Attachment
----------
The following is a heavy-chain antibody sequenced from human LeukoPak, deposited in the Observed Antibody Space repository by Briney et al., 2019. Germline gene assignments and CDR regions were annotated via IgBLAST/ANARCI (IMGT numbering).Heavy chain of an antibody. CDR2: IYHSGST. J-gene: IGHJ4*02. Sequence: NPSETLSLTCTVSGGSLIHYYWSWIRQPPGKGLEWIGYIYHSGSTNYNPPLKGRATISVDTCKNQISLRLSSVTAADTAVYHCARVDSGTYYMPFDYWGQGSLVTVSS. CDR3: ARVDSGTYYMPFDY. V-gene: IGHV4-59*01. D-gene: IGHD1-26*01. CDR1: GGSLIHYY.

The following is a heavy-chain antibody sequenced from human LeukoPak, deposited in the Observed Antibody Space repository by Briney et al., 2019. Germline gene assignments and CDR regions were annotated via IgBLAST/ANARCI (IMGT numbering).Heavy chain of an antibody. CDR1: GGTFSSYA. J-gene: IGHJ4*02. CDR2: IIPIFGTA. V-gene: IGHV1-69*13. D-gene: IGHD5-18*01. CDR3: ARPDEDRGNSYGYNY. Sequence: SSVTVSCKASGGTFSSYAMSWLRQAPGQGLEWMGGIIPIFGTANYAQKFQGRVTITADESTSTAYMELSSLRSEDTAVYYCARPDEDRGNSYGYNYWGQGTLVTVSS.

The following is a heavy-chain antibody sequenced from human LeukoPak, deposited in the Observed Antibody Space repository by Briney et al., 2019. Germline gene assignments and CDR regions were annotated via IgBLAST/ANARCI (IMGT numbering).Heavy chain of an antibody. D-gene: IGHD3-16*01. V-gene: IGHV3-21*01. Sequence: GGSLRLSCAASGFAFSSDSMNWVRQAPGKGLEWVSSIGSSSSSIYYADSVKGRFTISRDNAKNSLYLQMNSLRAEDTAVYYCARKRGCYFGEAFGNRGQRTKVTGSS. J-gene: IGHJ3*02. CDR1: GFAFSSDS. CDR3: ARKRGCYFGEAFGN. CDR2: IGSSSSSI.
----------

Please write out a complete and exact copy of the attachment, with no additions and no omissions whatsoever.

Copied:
The following is a heavy-chain antibody sequenced from human LeukoPak, deposited in the Observed Antibody Space repository by Briney et al., 2019. Germline gene assignments and CDR regions were annotated via IgBLAST/ANARCI (IMGT numbering).Heavy chain of an antibody. CDR2: IYHSGST. J-gene: IGHJ4*02. Sequence: NPSETLSLTCTVSGGSLIHYYWSWIRQPPGKGLEWIGYIYHSGSTNYNPPLKGRATISVDTCKNQISLRLSSVTAADTAVYHCARVDSGTYYMPFDYWGQGSLVTVSS. CDR3: ARVDSGTYYMPFDY. V-gene: IGHV4-59*01. D-gene: IGHD1-26*01. CDR1: GGSLIHYY.

The following is a heavy-chain antibody sequenced from human LeukoPak, deposited in the Observed Antibody Space repository by Briney et al., 2019. Germline gene assignments and CDR regions were annotated via IgBLAST/ANARCI (IMGT numbering).Heavy chain of an antibody. CDR1: GGTFSSYA. J-gene: IGHJ4*02. CDR2: IIPIFGTA. V-gene: IGHV1-69*13. D-gene: IGHD5-18*01. CDR3: ARPDEDRGNSYGYNY. Sequence: SSVTVSCKASGGTFSSYAMSWLRQAPGQGLEWMGGIIPIFGTANYAQKFQGRVTITADESTSTAYMELSSLRSEDTAVYYCARPDEDRGNSYGYNYWGQGTLVTVSS.

The following is a heavy-chain antibody sequenced from human LeukoPak, deposited in the Observed Antibody Space repository by Briney et al., 2019. Germline gene assignments and CDR regions were annotated via IgBLAST/ANARCI (IMGT numbering).Heavy chain of an antibody. D-gene: IGHD3-16*01. V-gene: IGHV3-21*01. Sequence: GGSLRLSCAASGFAFSSDSMNWVRQAPGKGLEWVSSIGSSSSSIYYADSVKGRFTISRDNAKNSLYLQMNSLRAEDTAVYYCARKRGCYFGEAFGNRGQRTKVTGSS. J-gene: IGHJ3*02. CDR1: GFAFSSDS. CDR3: ARKRGCYFGEAFGN. CDR2: IGSSSSSI.